Function Composition & Pipelining Operators in Swift

In functional programming, the composition of two functions function1 and function2 is another function that represents the application of function1 followed the application of function2. Pipelining enables function calls to be chained together as successive operations. The difference is that composition returns a function for future application whereas pipelining applies the function chain immediately. Here, we’re borrowing F# operator definitions for both composition and pipelining.

Composition

First, an example. Lets define three functions, plusOne, timesTwo and minusThree to do exactly what their names suggest. We then compose them in that order to create a composed function c1 and finally apply c1 on Int(10).
func plusOne (x:Int) -> Int { return x + 1 }
func timesTwo (x:Int) -> Int { return x * 2 }
func minusThree (x:Int) -> Int { return x - 3 }

var c1 : (Int) -> (Int) = plusOne >> timesTwo >> minusThree
println( c1(10) )  //Output: 19
In this example, we’ve using the >> operator (F#) to imply left to right composition. Composition in reverse (right to left) looks like this:
var c2 : (Int) -> (Int) = plusOne << timesTwo << minusThree
println( c2(10) ) //Output: 15

Composition Operators

The (overloaded) operator are defined like this:
operator infix >> { associativity left }
operator infix << { associativity right }

@infix func >> <T1, T2, T3> (left: (T1)->T2, right: (T2)->T3) -> (T1)->T3 {
  return { (t1: T1) -> T3 in return right(left(t1)) }
}

@infix func << <T1, T2, T3> (left: (T3)->T1, right: (T2)->T3) -> (T2)->T1 {
  return { (t2: T2) -> T1 in return left(right(t2)) }
}
We need to specify associativity to ensure sequence of application for our operators.

Pipelining

Here is an example of function pipelining.
println( 10 |> plusOne |> timesTwo |> minusThree )   //Output: 19
println( plusOne <| timesTwo <| minusThree <| 10 )   //Output: 15

Pipelining Operators

Again borrowing from F#, we define pipelining like this:
operator infix |> { associativity left }
operator infix <| { associativity right }

@infix func |><T,U> (left: T, right: (T)->U ) -> U {
  return right(left)
}

@infix func <| <T, U> (left: (T)->U, right: T ) -> U {
  return left(right)
}

Tuples

Lets throw in a couple of additional operators to be used with tuples:
operator infix ||> { associativity left }
operator infix |||> { associativity left }
operator infix <|| { associativity right }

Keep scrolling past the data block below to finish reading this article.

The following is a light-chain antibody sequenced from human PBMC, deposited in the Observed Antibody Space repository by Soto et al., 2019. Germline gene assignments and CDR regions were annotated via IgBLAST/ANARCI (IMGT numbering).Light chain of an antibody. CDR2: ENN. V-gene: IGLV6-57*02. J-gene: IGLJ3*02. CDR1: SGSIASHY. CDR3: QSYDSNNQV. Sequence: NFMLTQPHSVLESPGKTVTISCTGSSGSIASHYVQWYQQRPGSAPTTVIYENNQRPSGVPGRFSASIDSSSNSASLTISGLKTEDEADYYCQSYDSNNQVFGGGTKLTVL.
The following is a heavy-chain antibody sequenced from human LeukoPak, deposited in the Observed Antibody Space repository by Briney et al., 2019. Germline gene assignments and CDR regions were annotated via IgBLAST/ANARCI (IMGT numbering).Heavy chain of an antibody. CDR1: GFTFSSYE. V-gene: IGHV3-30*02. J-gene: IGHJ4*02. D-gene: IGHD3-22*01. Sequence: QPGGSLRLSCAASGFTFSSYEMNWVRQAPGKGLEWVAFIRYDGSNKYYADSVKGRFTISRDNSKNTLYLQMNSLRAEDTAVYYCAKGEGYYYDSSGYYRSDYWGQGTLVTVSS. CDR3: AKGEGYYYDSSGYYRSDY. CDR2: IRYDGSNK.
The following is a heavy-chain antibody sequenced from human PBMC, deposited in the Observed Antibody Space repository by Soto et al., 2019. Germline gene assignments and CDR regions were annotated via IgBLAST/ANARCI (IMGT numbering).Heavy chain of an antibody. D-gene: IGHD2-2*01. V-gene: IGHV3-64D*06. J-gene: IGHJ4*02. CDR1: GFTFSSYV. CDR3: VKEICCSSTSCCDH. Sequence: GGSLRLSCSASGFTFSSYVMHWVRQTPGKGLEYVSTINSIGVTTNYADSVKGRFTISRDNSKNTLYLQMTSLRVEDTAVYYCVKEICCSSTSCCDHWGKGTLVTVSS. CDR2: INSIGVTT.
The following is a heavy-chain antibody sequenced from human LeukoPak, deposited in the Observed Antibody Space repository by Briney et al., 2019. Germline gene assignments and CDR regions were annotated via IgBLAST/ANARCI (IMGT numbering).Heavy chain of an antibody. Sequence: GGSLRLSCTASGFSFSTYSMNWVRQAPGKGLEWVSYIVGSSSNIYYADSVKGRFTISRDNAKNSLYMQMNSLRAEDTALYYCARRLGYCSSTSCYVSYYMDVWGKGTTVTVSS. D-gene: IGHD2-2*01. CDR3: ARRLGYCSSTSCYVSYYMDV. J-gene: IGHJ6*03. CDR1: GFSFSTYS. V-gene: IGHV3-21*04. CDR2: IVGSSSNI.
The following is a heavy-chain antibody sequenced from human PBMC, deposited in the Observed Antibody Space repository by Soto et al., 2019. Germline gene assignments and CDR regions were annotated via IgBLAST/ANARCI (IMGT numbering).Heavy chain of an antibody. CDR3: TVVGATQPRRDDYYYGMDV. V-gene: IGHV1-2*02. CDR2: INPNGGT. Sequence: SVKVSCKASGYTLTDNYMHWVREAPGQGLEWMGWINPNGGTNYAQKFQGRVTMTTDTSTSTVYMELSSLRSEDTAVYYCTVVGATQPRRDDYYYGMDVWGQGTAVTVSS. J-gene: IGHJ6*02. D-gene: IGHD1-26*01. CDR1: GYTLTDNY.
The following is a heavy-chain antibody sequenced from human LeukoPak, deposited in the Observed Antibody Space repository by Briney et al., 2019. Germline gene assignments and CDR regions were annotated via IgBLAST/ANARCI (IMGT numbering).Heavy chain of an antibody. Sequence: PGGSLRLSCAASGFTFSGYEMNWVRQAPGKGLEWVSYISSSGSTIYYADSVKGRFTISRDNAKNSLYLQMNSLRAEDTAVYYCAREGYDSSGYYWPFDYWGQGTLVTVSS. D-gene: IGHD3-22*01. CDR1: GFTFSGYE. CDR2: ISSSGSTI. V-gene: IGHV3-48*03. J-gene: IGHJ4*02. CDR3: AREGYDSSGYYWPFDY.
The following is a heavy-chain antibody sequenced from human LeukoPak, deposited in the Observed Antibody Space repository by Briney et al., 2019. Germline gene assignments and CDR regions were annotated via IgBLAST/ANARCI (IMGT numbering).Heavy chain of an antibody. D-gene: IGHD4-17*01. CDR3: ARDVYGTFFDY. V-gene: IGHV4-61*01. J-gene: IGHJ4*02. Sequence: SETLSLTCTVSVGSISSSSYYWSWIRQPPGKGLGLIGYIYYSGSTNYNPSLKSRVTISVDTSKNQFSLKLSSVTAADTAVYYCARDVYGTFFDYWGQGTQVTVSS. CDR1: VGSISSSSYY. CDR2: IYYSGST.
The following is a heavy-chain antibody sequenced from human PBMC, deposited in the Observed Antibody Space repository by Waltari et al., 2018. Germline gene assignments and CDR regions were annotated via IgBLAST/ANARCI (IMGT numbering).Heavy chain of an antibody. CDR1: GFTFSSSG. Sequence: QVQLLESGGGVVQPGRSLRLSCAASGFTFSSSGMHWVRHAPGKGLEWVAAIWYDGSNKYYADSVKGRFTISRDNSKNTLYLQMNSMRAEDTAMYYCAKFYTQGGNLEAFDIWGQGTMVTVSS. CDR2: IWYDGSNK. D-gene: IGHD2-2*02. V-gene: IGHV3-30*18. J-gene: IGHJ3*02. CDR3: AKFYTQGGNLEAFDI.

operator infix <||| { associativity right }

@infix func ||><T1, T2, U> (left: (T1,T2), right: (T1, T2)->U ) -> U {
  return right(left)
}

@infix func |||><T1, T2, T3, U> (left: (T1,T2,T3), right: (T1, T2, T3)->U ) -> U {
  return right(left)
}

@infix func <|| <T1, T2, U> (left: (T1,T2) -> U, right: (T1,T2) ) -> U {
  return left(right)
}

@infix func <||| <T1, T2, T3, U> (left: (T1,T2,T3) -> U, right: (T1, T2, T3) ) -> U {
  return left(right)
}

And finally an example of tuples in pipelining:
func append(a: String, b: String) -> String { return "(a).(b)"}

println( ("x","y") ||> append )  //Output: x.y
In the next example, we inject a point (10, 10) in the pipeline which computes the length (assuming a (0,0) origin), multiplies the scalar by two and adds 1. Note that efficiency isn’t the overarching consideration of these example.
func length(x: Double, y: Double) -> Double { return sqrt(x * x + y * y) }

(10, 10) ||> length |> timesTwo |> plusOne |> println   //Output: 29.2842712474619
println <| plusOne <| timesTwo <| length <|| (10, 10)    //Output: 29.2842712474619
In the example above, println is included as part of the pipeline (see comment below).
  • Does pipelining work with the println function? E.g.,

    ("x", "y") |> append |> println
    
    • Venkat Peri

      Good point. I’ve updated the last example.

  • tnaber

    Can’t it be done without limiting the number of parameters?

    • Venkat Peri

      Yes, the double and triple operators merely provide readability. The basic opreators will support any tuple size, and the compiler will report an error if there’s a mismatch.

  • Sam Isaacson

    Thanks – nice article. F# chose their operators well!

    Why did you need the tuple specific operators ||> ?
    Would |> not have worked/generalized?

    • Venkat Peri

      Yes, the double and triple operators merely provide readability.